People don't like being told they're wrong.
Most of the people I've encountered don't really like being told they're wrong. They're generally aware they're wrong sometimes. They generally like the idea of being better or more correct in principle. But the words "you're wrong" or "that's not right" still sting a bit. Heck, I feel that way, too; it's only human.
Nevertheless, we are all wrong sometimes, and it's useful to be able to provide and take that kind of feedback. There are some things that we can do when we're saying "you're wrong" to make it a little easier for the recipient:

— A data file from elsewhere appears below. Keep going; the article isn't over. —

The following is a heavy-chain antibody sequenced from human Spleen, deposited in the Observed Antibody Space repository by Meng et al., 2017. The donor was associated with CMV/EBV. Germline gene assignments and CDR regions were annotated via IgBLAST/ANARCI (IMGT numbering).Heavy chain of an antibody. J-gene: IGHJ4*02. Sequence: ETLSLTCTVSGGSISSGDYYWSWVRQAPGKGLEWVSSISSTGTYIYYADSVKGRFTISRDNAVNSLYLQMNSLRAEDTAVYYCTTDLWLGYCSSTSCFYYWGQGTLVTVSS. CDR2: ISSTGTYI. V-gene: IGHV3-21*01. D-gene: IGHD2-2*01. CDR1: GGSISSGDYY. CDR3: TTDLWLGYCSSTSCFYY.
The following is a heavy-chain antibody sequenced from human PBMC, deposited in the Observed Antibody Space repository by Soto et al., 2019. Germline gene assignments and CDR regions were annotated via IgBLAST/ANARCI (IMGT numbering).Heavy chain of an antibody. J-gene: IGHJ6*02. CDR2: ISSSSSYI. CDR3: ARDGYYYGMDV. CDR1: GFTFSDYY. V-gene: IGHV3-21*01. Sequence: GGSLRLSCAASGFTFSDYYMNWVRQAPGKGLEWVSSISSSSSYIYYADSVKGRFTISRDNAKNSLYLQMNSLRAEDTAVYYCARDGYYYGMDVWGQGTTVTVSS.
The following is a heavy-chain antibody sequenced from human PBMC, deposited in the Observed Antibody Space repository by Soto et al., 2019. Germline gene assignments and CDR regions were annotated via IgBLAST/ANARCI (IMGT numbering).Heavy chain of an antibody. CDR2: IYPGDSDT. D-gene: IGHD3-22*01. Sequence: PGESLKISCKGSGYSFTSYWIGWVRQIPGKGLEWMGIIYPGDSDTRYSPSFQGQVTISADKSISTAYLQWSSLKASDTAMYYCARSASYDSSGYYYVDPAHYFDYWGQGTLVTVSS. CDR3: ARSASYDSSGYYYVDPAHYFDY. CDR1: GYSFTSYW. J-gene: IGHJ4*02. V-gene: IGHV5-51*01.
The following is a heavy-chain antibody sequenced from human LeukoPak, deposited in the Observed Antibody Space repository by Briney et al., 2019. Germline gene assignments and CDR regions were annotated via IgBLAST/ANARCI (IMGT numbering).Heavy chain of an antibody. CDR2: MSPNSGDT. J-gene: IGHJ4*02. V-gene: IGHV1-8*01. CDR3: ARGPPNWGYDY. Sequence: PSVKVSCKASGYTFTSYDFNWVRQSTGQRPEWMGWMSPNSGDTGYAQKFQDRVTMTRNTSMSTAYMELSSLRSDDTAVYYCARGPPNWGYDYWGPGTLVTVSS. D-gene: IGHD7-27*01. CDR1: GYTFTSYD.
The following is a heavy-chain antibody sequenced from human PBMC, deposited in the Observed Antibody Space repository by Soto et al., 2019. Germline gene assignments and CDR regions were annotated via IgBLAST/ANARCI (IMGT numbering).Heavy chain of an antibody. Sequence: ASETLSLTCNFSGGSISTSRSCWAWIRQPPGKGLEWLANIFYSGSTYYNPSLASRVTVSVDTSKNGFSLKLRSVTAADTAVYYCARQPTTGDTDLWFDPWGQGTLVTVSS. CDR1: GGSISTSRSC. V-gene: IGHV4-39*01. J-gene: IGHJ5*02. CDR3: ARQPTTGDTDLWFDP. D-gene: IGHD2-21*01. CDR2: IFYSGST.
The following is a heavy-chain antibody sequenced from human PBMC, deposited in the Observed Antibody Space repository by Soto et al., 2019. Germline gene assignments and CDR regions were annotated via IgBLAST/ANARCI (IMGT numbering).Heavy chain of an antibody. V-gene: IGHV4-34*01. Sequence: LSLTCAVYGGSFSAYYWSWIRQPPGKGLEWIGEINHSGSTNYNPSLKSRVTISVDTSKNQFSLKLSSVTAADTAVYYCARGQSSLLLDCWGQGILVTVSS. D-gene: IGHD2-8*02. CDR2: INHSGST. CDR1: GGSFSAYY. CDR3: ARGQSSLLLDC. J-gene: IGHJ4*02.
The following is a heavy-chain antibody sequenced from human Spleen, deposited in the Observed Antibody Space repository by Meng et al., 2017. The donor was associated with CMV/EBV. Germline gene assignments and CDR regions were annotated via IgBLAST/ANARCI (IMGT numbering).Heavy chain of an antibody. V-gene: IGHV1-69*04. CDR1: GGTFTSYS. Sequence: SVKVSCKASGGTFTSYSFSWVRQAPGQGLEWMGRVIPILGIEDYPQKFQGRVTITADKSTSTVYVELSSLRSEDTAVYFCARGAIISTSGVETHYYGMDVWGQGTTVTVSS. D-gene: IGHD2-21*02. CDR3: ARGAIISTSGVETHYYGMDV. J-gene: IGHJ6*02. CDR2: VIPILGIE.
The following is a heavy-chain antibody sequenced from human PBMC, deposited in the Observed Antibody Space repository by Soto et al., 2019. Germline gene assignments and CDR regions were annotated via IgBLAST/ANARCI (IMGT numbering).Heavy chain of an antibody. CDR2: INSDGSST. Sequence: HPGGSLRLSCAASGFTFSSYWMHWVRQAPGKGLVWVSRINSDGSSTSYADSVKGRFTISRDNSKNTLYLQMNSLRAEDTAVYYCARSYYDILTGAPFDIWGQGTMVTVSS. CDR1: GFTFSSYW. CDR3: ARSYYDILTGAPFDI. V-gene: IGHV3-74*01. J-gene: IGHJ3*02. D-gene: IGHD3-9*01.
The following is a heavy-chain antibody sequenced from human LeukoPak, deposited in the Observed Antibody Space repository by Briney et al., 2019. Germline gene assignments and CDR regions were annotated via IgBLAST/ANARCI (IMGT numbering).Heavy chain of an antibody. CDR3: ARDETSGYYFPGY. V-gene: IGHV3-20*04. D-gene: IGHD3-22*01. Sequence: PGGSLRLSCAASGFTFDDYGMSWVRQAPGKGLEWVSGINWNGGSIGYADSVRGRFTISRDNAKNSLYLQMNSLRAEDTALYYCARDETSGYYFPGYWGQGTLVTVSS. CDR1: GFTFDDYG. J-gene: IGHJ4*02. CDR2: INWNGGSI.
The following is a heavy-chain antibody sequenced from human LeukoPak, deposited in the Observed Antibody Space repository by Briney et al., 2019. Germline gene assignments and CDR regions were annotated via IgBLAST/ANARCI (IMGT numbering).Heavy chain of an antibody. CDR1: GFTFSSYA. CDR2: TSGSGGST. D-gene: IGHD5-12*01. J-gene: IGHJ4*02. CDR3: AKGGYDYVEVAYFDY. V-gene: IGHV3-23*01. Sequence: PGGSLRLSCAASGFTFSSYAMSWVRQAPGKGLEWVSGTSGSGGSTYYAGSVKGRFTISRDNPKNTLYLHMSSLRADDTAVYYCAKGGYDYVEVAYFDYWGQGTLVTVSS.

- Address the problem, not the person. Don't say, "you're wrong". Say, "this sentence would be more accurate with XYZ".
- Provide solutions. Don't say, "this is wrong". Describe what would make it more correct.
- Indicate uncertainty. Sometimes we think something is wrong but we're not sure. Go ahead and say that. "I'm not sure" or "we should confirm" are valid phrases to use.
Being wrong sort of stinks, but it happens to all of us. We can hear feedback more clearly and be a little less embarrassed by our mistakes if we address them in a positive way that corrects the mistake without belittling the person.